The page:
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Otago researchers help map aphid genome

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Tuesday 23 February 2010 3:02pm

AphidUniversity of Otago researchers are part of an international group that has just published the complete genome of the pea aphid, an achievement which may lead to new weapons in the fight against this major agricultural pest.

A genome contains all the hereditary information of an organism and includes its genes and the non-coding sequences of the DNA. The publication of the aphid genome is the culmination of a six-year project involving over 200 researchers from 15 countries.

Genetics Otago Associate Professor Peter Dearden led the University’s contribution to the project, the results of which are published today in the US journal PLoS Biology.

Dr Dearden says aphids are leading agricultural pests and a biosecurity risk to New Zealand, with the vast majority of aphids here being introduced species that have significant economic impacts. They also often carry plant viruses that also can affect crops.

“This genome sequence will improve the biological understanding of these remarkable animals. For instance, this research will contribute towards greatly
reducing the economic impact these insects currently have on our agricultural economy, by enabling us to develop tailormade insecticides. At the very least, it may help us keep them off our roses!” he says.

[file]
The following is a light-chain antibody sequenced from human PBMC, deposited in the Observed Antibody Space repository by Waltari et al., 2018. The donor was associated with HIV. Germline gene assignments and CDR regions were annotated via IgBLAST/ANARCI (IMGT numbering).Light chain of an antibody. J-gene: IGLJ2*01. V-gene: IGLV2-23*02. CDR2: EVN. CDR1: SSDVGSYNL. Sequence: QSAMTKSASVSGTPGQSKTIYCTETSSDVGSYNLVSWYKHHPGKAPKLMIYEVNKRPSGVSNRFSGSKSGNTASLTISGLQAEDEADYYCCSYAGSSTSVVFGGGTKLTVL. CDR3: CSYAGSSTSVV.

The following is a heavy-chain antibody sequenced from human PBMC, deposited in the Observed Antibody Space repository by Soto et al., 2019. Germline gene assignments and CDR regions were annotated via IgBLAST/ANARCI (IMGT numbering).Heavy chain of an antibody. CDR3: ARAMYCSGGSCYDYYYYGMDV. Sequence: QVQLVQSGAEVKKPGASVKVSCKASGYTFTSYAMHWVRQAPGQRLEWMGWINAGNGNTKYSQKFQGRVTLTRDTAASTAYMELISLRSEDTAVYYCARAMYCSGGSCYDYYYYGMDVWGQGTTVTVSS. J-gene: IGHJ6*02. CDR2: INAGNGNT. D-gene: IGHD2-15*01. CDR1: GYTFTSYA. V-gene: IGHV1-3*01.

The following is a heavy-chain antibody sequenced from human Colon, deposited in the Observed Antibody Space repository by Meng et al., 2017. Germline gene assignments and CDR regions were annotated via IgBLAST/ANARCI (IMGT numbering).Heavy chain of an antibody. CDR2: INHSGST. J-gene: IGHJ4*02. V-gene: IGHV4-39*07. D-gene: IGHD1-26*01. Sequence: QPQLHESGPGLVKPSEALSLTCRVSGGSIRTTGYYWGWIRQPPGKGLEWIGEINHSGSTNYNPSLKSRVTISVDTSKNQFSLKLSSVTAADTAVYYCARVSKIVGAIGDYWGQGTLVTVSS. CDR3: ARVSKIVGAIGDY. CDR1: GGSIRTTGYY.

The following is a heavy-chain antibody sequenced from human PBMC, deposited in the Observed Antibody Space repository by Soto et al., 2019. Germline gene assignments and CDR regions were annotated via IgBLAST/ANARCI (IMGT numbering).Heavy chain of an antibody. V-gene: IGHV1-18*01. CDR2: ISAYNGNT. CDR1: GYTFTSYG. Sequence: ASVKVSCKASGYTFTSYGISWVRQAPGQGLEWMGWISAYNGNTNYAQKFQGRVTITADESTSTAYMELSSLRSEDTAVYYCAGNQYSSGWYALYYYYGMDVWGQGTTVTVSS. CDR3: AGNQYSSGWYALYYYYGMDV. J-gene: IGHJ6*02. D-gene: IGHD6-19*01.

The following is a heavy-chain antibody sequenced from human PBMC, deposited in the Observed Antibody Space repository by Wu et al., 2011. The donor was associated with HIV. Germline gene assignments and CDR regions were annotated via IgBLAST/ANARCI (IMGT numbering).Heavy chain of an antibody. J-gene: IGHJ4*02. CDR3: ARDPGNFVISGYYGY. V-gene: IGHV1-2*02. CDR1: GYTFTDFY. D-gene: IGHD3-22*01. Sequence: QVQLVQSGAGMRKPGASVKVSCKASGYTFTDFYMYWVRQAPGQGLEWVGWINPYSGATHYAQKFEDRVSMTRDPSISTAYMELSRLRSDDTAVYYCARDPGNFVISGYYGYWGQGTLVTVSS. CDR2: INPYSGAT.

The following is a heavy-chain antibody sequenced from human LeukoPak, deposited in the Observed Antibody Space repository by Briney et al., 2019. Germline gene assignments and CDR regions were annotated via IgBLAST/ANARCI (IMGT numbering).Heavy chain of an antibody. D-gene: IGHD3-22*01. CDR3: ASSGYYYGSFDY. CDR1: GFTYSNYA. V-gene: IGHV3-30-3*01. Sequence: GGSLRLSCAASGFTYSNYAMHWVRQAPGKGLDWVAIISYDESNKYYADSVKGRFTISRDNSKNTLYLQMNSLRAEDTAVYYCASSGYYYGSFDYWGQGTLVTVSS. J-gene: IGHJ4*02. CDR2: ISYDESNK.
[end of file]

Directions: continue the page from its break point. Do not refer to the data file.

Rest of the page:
Biologically, aphids are very interesting insects, he added.

“They are capable of both sexual and asexual reproduction and, when reproducing asexually, a female aphid contains within its body its children which then contain its grandchildren - so-called telescoping generations.”

Aphids also contain bacteria within their bodies, without which the Aphids would die.

The genome sequence contains a number of bacterial genes which means that these genes have moved from the bacteria to the aphid, he says.

“While it has a smaller genome than humans, the aphid genome is still 464 million base-pairs long, which helps explain why unlocking the genetic secrets of this tiny creature still required a giant international scientific effort.”

Dr Dearden’s group, which includes colleagues Drs Elizabeth Duncan, Megan Wilson and James Smith, contributed to annotating genes, which involved determining which genes are present in the genome and what they look like.

The group particularly focused on genes involved in the embryonic development of aphids.

In 2006, through their work on the honeybee genome, Dr Dearden, Dr Wilson and Otago Zoology researchers were the first New Zealand scientists to contribute to a published animal genome.

The group’s work on the pea aphid genome has been supported through grants from The University of Otago and the National Research Centre for Growth and

The PloS Biology article can be viewed at:

For more information, contact

Associate Professor Peter Dearden
Director of Genetics Otago
Department of Biochemistry
University of Otago
Tel 64 3 479 7832